These are double-edged rules which are used to transfer courses and bearings across the chart. They are essential for navigation and can be obtained in two principal forms–sliding rules (sometimes known as ‘clackety-clacks’) which shuffle across the surface of the chart, or roller rules which are, as their name denotes, fitted with small rollers to enable them to be rolled parallel across the chart.
By placing one edge of the parallel rules against a line or a compass bearing, the line can be transferred to any part of the chart simply by moving the rules gently across the surface. Patented types of rules for laying off courses are also available and these can be quite useful if one becomes adjusted to using them.
These are used for measuring distances, as described earlier, and are as essential as the parallel rules. The ‘one-handed’ variety, are the easiest to use and make a good span to cover long jumps along the course line.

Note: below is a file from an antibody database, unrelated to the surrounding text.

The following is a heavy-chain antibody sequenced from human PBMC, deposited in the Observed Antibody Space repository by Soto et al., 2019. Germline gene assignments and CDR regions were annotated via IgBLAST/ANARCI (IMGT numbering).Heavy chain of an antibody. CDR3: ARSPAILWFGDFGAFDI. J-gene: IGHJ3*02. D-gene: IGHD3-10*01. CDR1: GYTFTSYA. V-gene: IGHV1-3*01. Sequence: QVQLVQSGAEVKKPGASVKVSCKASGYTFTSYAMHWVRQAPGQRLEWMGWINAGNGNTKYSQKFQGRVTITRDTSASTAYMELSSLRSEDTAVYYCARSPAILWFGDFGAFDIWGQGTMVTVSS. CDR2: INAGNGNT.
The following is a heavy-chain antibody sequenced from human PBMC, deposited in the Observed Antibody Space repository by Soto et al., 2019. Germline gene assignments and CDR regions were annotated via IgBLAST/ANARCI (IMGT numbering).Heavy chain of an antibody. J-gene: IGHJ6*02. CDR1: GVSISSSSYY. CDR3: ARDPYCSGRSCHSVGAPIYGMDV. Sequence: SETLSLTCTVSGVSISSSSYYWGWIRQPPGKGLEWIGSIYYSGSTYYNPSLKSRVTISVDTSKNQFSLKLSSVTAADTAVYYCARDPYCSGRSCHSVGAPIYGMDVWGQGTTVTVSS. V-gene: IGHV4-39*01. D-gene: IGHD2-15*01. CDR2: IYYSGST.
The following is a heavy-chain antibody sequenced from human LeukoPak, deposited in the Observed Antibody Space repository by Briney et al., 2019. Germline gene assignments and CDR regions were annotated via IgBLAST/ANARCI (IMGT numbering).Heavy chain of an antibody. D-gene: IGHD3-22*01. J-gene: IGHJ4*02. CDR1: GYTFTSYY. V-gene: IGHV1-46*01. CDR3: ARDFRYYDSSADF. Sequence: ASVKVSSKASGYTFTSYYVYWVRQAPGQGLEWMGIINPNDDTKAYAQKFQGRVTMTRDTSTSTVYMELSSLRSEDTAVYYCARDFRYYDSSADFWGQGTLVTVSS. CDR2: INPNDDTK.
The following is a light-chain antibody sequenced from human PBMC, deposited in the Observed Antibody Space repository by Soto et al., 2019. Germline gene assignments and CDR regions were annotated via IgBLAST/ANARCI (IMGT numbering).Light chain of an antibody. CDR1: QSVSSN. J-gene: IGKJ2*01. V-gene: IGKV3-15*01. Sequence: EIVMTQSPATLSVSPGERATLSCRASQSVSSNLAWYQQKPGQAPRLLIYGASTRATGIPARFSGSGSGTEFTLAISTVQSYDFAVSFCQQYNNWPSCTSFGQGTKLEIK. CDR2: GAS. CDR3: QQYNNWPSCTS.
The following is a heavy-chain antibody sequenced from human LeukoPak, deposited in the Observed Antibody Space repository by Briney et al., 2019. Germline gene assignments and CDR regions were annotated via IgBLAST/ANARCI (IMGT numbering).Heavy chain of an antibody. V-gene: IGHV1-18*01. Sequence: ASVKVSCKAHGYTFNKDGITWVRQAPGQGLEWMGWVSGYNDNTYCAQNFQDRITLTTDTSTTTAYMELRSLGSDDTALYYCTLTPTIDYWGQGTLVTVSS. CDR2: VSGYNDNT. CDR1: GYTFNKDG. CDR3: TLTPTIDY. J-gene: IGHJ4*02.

Electronic chart plotters offer a full navigation system interfaced with GPS to give the ship’s position on a chart projected electronically onto a computer screen. Chart folios are stored, usually in CD-ROM format, so that the user can zoom in, typically from a Continental or global scale to an individual berth.
Electronic chart plotters
The electronic chart plotter started life as a computer screen depicting a caricature of a paper chart. Now the device has truly come of age, offering full-quality chart coverage with a zoom facility to take the user from global scales down to the local quay. In some cases, fine-tuning tools can make the view even clearer, such as soundings that can be ‘layered’ on and off the display.
An inbuilt computer either interfaces with GPS or contains its own GPS facility, so that the ship’s position is shown on the chart. Screens are now available which can switch from chart to radar, and some can even layer one image onto the other. It goes without saying that with such a system, inputting a waypoint is extremely simple, sometimes requiring no more than positioning a cursor on the spot and clicking the computer mouse. Waypoints can generally be linked as routes by dragging the cursor from one point on the planned passage to the next, clicking them in as you go. A line is left joining one waypoint with the next, so you can see at a glance whether the chosen route is safely clear of dangers.